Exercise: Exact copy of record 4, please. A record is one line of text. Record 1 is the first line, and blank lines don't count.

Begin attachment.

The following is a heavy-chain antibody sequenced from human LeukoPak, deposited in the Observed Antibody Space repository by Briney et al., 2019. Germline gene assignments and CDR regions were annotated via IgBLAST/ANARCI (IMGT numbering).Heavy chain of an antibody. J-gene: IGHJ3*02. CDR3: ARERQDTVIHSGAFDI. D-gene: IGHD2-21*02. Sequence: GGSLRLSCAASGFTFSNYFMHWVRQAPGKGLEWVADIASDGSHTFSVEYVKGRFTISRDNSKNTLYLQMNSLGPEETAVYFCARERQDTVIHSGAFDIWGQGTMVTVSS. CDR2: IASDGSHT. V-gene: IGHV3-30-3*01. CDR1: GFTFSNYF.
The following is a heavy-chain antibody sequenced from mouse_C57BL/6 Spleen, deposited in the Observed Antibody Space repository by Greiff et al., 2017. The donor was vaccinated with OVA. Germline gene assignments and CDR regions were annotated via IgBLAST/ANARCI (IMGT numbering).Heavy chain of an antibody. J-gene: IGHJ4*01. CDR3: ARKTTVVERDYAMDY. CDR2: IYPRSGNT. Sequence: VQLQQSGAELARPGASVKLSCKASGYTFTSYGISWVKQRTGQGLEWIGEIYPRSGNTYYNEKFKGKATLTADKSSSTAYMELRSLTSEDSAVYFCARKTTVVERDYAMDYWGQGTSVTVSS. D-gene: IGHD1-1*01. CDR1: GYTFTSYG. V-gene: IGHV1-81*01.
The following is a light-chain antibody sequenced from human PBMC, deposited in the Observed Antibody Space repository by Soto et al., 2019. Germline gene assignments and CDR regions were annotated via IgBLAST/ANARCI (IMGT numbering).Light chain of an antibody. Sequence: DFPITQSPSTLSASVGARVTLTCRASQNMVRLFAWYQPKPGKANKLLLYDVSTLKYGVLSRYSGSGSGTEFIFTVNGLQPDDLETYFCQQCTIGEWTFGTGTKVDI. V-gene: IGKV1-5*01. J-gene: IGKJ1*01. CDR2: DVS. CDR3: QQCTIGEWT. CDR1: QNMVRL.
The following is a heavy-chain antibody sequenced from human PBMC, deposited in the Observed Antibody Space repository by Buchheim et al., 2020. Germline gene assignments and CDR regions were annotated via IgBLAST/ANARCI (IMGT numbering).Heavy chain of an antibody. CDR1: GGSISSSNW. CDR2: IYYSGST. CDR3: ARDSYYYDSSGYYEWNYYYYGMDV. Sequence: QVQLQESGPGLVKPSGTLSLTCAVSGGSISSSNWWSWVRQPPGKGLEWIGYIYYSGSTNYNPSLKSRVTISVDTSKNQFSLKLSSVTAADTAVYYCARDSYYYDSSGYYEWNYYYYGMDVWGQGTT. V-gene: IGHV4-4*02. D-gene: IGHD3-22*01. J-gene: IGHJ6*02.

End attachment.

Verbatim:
The following is a heavy-chain antibody sequenced from human PBMC, deposited in the Observed Antibody Space repository by Buchheim et al., 2020. Germline gene assignments and CDR regions were annotated via IgBLAST/ANARCI (IMGT numbering).Heavy chain of an antibody. CDR1: GGSISSSNW. CDR2: IYYSGST. CDR3: ARDSYYYDSSGYYEWNYYYYGMDV. Sequence: QVQLQESGPGLVKPSGTLSLTCAVSGGSISSSNWWSWVRQPPGKGLEWIGYIYYSGSTNYNPSLKSRVTISVDTSKNQFSLKLSSVTAADTAVYYCARDSYYYDSSGYYEWNYYYYGMDVWGQGTT. V-gene: IGHV4-4*02. D-gene: IGHD3-22*01. J-gene: IGHJ6*02.